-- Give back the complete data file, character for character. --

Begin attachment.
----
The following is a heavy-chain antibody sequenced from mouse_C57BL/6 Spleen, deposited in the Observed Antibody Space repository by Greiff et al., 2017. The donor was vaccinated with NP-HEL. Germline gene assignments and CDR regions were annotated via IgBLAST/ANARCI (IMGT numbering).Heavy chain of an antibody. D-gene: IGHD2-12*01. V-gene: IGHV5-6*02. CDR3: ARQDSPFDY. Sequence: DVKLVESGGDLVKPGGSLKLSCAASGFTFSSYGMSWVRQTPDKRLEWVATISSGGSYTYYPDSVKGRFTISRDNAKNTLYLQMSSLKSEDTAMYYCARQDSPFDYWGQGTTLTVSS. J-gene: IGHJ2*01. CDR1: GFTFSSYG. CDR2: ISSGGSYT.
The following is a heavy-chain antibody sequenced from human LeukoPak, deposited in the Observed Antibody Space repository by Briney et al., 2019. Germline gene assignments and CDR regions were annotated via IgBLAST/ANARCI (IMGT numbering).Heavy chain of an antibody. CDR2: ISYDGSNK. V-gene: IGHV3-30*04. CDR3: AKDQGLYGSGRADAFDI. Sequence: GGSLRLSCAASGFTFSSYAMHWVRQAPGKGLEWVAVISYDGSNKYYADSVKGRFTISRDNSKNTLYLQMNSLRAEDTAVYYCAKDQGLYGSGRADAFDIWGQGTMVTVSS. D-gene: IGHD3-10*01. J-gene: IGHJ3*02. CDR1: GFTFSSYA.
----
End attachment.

The following is a heavy-chain antibody sequenced from mouse_C57BL/6 Spleen, deposited in the Observed Antibody Space repository by Greiff et al., 2017. The donor was vaccinated with NP-HEL. Germline gene assignments and CDR regions were annotated via IgBLAST/ANARCI (IMGT numbering).Heavy chain of an antibody. D-gene: IGHD2-12*01. V-gene: IGHV5-6*02. CDR3: ARQDSPFDY. Sequence: DVKLVESGGDLVKPGGSLKLSCAASGFTFSSYGMSWVRQTPDKRLEWVATISSGGSYTYYPDSVKGRFTISRDNAKNTLYLQMSSLKSEDTAMYYCARQDSPFDYWGQGTTLTVSS. J-gene: IGHJ2*01. CDR1: GFTFSSYG. CDR2: ISSGGSYT.
The following is a heavy-chain antibody sequenced from human LeukoPak, deposited in the Observed Antibody Space repository by Briney et al., 2019. Germline gene assignments and CDR regions were annotated via IgBLAST/ANARCI (IMGT numbering).Heavy chain of an antibody. CDR2: ISYDGSNK. V-gene: IGHV3-30*04. CDR3: AKDQGLYGSGRADAFDI. Sequence: GGSLRLSCAASGFTFSSYAMHWVRQAPGKGLEWVAVISYDGSNKYYADSVKGRFTISRDNSKNTLYLQMNSLRAEDTAVYYCAKDQGLYGSGRADAFDIWGQGTMVTVSS. D-gene: IGHD3-10*01. J-gene: IGHJ3*02. CDR1: GFTFSSYA.